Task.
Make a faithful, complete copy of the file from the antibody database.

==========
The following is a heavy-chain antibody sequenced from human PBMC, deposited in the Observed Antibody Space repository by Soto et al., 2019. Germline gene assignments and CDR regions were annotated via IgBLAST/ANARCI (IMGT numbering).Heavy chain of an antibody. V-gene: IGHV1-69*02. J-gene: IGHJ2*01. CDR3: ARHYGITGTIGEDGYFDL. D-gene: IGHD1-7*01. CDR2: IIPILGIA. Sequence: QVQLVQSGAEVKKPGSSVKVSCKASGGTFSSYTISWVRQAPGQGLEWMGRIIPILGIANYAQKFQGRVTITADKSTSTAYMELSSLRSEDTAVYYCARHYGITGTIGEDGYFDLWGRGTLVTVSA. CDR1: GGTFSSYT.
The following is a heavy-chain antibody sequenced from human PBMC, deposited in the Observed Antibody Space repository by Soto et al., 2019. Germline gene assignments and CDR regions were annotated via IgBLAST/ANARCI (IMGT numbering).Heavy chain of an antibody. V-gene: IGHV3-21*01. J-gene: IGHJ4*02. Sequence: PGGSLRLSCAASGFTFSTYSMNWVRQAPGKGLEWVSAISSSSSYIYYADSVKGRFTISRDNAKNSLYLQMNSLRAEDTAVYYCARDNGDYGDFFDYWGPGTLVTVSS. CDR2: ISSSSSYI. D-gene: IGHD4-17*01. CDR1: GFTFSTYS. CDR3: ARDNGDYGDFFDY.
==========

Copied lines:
The following is a heavy-chain antibody sequenced from human PBMC, deposited in the Observed Antibody Space repository by Soto et al., 2019. Germline gene assignments and CDR regions were annotated via IgBLAST/ANARCI (IMGT numbering).Heavy chain of an antibody. V-gene: IGHV1-69*02. J-gene: IGHJ2*01. CDR3: ARHYGITGTIGEDGYFDL. D-gene: IGHD1-7*01. CDR2: IIPILGIA. Sequence: QVQLVQSGAEVKKPGSSVKVSCKASGGTFSSYTISWVRQAPGQGLEWMGRIIPILGIANYAQKFQGRVTITADKSTSTAYMELSSLRSEDTAVYYCARHYGITGTIGEDGYFDLWGRGTLVTVSA. CDR1: GGTFSSYT.
The following is a heavy-chain antibody sequenced from human PBMC, deposited in the Observed Antibody Space repository by Soto et al., 2019. Germline gene assignments and CDR regions were annotated via IgBLAST/ANARCI (IMGT numbering).Heavy chain of an antibody. V-gene: IGHV3-21*01. J-gene: IGHJ4*02. Sequence: PGGSLRLSCAASGFTFSTYSMNWVRQAPGKGLEWVSAISSSSSYIYYADSVKGRFTISRDNAKNSLYLQMNSLRAEDTAVYYCARDNGDYGDFFDYWGPGTLVTVSS. CDR2: ISSSSSYI. D-gene: IGHD4-17*01. CDR1: GFTFSTYS. CDR3: ARDNGDYGDFFDY.